DNA is not like C source but more like byte-compiled code for a virtual machine called ‘the nucleus’.

He continues in this vein, attempting to mine this metaphor to its limit. For instance, see his explanation of “stem cells” or “junk dna.” I found these explanations extremely powerful ways of thinking about DNA.

Of course the usual caveats apply (the map is not the territory, all representations are limited, blah blah blah…). However the power of a new representation as helping us “see” patterns and connections that didn’t make sense before is palpable.

Pretty cool stuff.

A few randomly selected blog posts…

On making computation visible

Here is a cool video about a "a mechanical, binary adding machine that uses marbles to flip the bits" - in other words a computer made of wood, that works at a pace that we can grasp! Marvelous. (HT: Collision Detection). Check out the video: [youtube width="425"...

Teaching to learning styles, what hogwash

There is an article in today's Chronicle titled Matching Teaching Style to Learning Style May Not Help Students. I have been somewhat skeptical of the learning styles literature for a while, not the least for hearing the phrase being bandied about without much...

New TPACK themed book on English Education

My friend Carl Young of NCState recently released an edited volume (co-editor, Sara Kajder a the University of Pittsburgh) titled Research on Technology in English Education. It is a volume in the series: Research Methods for Educational Technology, edited by Walt...

Fear, awe and the algebra of the pendulum

In response to my previous posting titled How artists work, Leigh Wolf pointed out a book (Curious Minds: How a child becomes a scientist). I had not heard of this book before and a quick google search led me to this page. Edited by John Brockman (the brains behind...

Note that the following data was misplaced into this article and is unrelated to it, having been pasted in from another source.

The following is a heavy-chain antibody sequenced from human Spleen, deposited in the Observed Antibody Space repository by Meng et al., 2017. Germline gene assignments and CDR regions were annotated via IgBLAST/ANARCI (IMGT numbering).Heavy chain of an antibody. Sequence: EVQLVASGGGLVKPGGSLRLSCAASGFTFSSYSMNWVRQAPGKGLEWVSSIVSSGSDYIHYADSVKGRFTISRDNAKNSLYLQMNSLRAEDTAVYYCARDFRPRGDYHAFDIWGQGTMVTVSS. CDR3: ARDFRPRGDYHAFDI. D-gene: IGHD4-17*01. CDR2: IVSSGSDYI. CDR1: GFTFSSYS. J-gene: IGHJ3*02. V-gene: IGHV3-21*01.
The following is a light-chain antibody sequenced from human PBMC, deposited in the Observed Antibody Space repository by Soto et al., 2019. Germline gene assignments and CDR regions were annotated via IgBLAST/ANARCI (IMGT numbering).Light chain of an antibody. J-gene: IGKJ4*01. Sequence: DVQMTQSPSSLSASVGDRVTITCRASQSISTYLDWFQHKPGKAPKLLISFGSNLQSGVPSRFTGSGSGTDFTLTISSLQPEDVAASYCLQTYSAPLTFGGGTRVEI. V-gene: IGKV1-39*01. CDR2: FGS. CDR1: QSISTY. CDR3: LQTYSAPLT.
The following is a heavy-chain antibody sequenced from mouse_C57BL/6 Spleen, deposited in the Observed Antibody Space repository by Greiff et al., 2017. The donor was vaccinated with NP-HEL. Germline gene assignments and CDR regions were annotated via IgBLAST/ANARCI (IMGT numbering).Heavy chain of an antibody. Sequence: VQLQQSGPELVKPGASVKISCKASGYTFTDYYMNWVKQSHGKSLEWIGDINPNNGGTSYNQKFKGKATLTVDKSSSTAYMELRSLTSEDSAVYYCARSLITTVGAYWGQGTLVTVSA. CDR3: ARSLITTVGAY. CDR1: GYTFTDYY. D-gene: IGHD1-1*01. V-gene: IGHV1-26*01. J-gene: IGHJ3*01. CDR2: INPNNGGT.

Goodbye MSU!

Goodbye MSU!

I started working at Michigan State University on the 15th of August, 1998. Today exactly 18 years later I bid MSU farewell to take up a new position as Associate Dean of Scholarship at the Mary Lou Fulton Teachers College at Arizona State University. These last 18...

SITE08 Keynote YouTubed!

I just found out (via These Apples are Delicious blog, and more specifically this posting: Creative Teachers) that the keynote that Matt and I presented at SITE08 is now available on YouTube! Somebody went through the effort of breaking up the video into 5 parts and...

Teaching TPACK @ BYU

I just found out about IPT287: Instructional Technology for ElEd and ECE a course taught at Brigham Young by Charles Graham (an active TPACK researcher and the adviser of Suzy Cox about whose dissertation I had written about here). Of particular interest to me was a...

The 60 second lecture

I received an email yesterday from the State News (our local university newspaper) about what I thought of the 60 second lecture—a trend sweeping through online courses. Some of my first thoughts about this are below. If you don't know what they are, check out this...